An on-staff attorney with the US International Trade Commission (ITC) believes that ebook reader maker Barnes & Noble should win a patent-infringement lawsuit brought against it by Microsoft. And this attorney is recommending that the ITC judge overseeing the case find no violation.

But hold the presses. This case isn't over just yet.

"This was a preliminary argument by the Office of Unfair Import Investigations staff attorney, which was filed before the presentation of the evidence at the hearing has occurred," a Microsoft representative said, clarifying the news. "The OUII staff may change its position after the hearing. Additionally, the administrative law judge will hear the evidence and arguments at the hearing and will come to his own conclusion."

The news comes on the eve of the historic hearing between Microsoft and Barnes & Noble, just one of several major legal battles in the mobile patent wars that have swept through the industry over the past few years. Microsoft has thus far been very successful at getting competitors to license its mobile patent portfolio for undisclosed fees, and avoiding such entanglements. But Barnes & Noble is a rare holdout.

To be clear, this recommendation doesn't mean that Barnes & Noble is about to win the case. The staff attorney is considered an outside third party by the court, and the first hearings in the case—scheduled for this week—will continue as planned. And the attorney's opinion could very well change based on the evidence presented during this hearing.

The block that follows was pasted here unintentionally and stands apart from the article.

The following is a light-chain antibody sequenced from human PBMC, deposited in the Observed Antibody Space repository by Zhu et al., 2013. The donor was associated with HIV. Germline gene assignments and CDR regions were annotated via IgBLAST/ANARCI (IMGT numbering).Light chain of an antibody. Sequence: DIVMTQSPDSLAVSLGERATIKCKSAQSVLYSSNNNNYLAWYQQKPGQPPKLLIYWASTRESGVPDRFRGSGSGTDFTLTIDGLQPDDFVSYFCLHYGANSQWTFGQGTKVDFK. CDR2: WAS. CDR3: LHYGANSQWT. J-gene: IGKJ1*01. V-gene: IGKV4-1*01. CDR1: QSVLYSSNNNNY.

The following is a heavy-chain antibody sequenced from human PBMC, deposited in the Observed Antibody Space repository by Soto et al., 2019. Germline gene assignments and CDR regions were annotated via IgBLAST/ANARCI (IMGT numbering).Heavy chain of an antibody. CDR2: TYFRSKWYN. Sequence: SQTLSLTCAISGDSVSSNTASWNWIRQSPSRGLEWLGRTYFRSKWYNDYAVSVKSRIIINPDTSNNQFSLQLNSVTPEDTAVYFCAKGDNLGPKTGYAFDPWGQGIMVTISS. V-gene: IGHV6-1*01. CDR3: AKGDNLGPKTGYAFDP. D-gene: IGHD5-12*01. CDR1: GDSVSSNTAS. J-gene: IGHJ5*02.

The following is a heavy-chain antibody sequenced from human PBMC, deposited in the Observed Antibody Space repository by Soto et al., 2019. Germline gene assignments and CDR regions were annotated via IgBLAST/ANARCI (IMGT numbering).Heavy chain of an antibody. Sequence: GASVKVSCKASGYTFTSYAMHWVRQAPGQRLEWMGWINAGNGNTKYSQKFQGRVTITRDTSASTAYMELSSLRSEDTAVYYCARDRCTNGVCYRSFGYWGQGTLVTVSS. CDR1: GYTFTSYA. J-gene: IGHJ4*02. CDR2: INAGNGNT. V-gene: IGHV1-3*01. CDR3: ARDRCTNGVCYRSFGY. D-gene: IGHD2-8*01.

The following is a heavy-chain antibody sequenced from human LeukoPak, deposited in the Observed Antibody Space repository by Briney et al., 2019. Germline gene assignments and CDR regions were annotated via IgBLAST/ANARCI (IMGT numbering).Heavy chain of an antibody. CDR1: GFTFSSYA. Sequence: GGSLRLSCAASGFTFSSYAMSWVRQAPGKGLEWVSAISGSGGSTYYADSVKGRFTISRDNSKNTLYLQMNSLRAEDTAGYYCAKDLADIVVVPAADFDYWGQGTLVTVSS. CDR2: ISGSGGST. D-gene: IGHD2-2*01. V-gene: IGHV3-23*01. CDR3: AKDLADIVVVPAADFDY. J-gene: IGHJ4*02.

Barnes & Noble's NOOK ebook reader and tablet line runs on Google's free but legally questionable Android platform, which is at the heart of the case. As with Linux before it, Microsoft is pursuing a strategy in which it obtains patent-licensing agreements from hardware makers that use Android.

Most companies have signed up rather quickly, with Android licensees such as Acer, Compal Electronics, General Dynamics Itronix, HTC, LG, Onkyo, Quanta Computer, Samsung, Velocity Micro, ViewSonic, and Wistron all agreeing to Microsoft's terms. According to the software giant, over 70 percent of all Android devices sold today carry a Microsoft patent-licensing fee of some kind.

Barnes & Noble must defend its use of three technologies that Microsoft claims to have patented. The covered technologies include a method for digital note-taking in ebooks, a performance-enhancing display method that shows text first and then the screen background, and a way to select text while altering its size.

According to a report by my Windows Weekly cohost Mary Jo Foley, the attorney opinion is just one of many factors that will be weighed by an ITC judge. That judge's ruling will be approved or modified by a six-member ITC Commission, and the final ruling can then be appealed by either side. The first step in this process—the judge's initial ruling—won't come before late April, and it could be several months before the final ruling is available. 

Should Microsoft win the case, it could achieve a ban on NOOK devices in the United States.